It was the older brother of my best friend at the time. Me and my buddy were excitedly discussing television shows we loved. We both knew and loved Battlestar Galactica, Spider-man, Wonder Woman. (We both loved Knight Rider and V, too, but they were on too late for me, and I only assumed I loved V - my parents never let me see that show, at any hour.) In discussing - and, okay, perhaps acting out a bit - Wonder Woman's bullet-deflecting gauntlets, we were interrupted by a pre-teen sub-vocal noise of derision.

My buddy's older brother, Zach - whom I hero-worshipped almost on a par with some minor superheroes - began to critique the sensibility of a woman who armored only her wrists, had a lariat (really: a lariat) that didn't disable anyone but did make them not-lie, and who turned in a pretty circle in order to transform. This would not stand. I argued. No need to armor herself when she's fast enough to intercept bullets. Truth itself is a trap to evil-doers. And didn't Superman himself spin around a revolving door to get into costume in the greatest film ever to grace the silver screen? But Zach had a coup de grâce, delivered with that alarming teenage nonchalance I so admired:

"Psh. Whatever. She's just running around in her underwear, anyway." 

Oh, no. Oh NO, he DIDN'T . How DARE  he?! She's not- . That's a costume ; any idiot can see that. Wonder Woman would never-. I mean, the very idea  that...

Eight-year-old me didn't back down, nor did I win any points with my argument. But I lost regardless, because now I could see. Zach was right. The princess was wearing no clothes.

Needless to say, I now had a name for the monstrous excitement I was just beginning to feel about women. I didn't quite know how to apply that name, or even how it was pronounced (/ˌsekSHo͞oˈalitē/), but I woke up to the fact that a major component of what I deeply dug about the Woman was her considerable sense of freedom as it pertained to her fashion choices. Watching the show from that day on was still simply enjoyable - I was after all only eight, and had a few lessons left about /SHām/ - but...slightly less  simply. Slightly more complex.

I don't want to lie about that, and it reflects the experience of a certain not-insignificant segment of the population. Wonder Woman is popular in part because of her sexual appeal, and I am not an exception to this facet of her brand.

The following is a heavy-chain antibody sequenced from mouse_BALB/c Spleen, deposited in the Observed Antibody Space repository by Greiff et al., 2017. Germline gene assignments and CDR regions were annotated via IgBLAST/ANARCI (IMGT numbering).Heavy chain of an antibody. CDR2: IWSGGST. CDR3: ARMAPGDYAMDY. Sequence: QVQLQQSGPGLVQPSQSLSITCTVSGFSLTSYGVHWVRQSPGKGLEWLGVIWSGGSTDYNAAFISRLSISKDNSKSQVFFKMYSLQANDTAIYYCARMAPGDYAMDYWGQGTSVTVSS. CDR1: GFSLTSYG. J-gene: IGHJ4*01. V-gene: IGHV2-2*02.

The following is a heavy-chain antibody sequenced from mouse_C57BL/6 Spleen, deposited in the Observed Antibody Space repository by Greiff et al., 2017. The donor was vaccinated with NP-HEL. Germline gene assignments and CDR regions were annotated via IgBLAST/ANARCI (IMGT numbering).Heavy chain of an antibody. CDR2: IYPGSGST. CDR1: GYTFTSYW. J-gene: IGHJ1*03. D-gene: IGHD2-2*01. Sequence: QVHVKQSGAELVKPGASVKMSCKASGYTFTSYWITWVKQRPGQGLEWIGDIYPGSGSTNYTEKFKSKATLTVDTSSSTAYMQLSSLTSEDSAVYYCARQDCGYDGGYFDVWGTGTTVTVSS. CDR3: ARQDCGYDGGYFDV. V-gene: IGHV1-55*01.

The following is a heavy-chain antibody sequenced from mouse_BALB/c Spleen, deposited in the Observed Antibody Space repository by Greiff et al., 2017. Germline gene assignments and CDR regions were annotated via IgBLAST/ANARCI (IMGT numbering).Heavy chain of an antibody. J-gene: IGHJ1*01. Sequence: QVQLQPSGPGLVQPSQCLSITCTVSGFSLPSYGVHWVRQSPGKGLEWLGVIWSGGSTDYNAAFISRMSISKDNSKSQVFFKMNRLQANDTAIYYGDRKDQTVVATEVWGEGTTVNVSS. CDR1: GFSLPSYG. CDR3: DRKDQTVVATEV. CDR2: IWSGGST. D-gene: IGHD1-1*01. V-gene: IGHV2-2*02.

This may not make up for that, but here's the other big reason I'm invested in a Wonder Woman movie being done well: I love women.

Man, do I love women. Always have. And maybe women at large don't want in on this niche of fiction, the power-fantasies and violence of the contemporary comicbook adaptation, but I want them in there, because I love them so. It's an interesting problem to contemplate: How to make a superhero movie about a woman, for women. Maybe such a thing is not meant to be (outside, of course, of the plenty o' women who simply enjoy the same violent power fantasies that I do) but if it is a thing, if it's meant to be, I'd very much appreciate the first one to be for this character.

What's great about DC's biggest characters is also what's tricky about them. They are icons. Even to those outside of comicbook fandom, Superman is a symbol, which makes shading and complexity a problematic component in bringing him to the big screen as a person, and shading and complexity are demanded in post-modern, high-definition Hollywood. It remains to be seen whether he got an effective reboot in this summer's popcorn-muncher. The technique, however, was the same that worked brilliantly for Batman in recent years - break down the icon into a person who aspires to be an icon. Can you do that with a character whom most know solely for her alluring costume, a television series from the 70s and in invisible jet that - confounding all remaining reason - doesn't grant its passengers the same transparency?

It's a puzzle, but personally the solution seems equal parts daunting and promising to me. Whatever her origins, and creators' true intentions, wherever she may be headed once Warner Brothers has had their way, one of the brilliant successes of the character Wonder Woman is in her name. I'm not talking about the "whu"s; consonance is a rather irritatingly trite remnant from the early days of comicbook marketing. The magic is in the permutations of that word: Wonder.

Wonderful, or wondrous. Pondered about, desirous of knowledge. Above all, a sense of wonder. That's what I feel about women to this day, when I pause to really think about them: A sense of wonder. Sisters, mothers, wives, daughters. Warriors and peacemakers, creators and destroyers. They've held my life in their hands, and sacrificed their own for me. I love them, and I'm also in awe of them.

But can you truly, actively love what you are awed by? Can you actually have a personal relationship with an icon? It's a contradiction. A good one, that I eagerly embrace.

UPDATE 12/4/13: >sigh<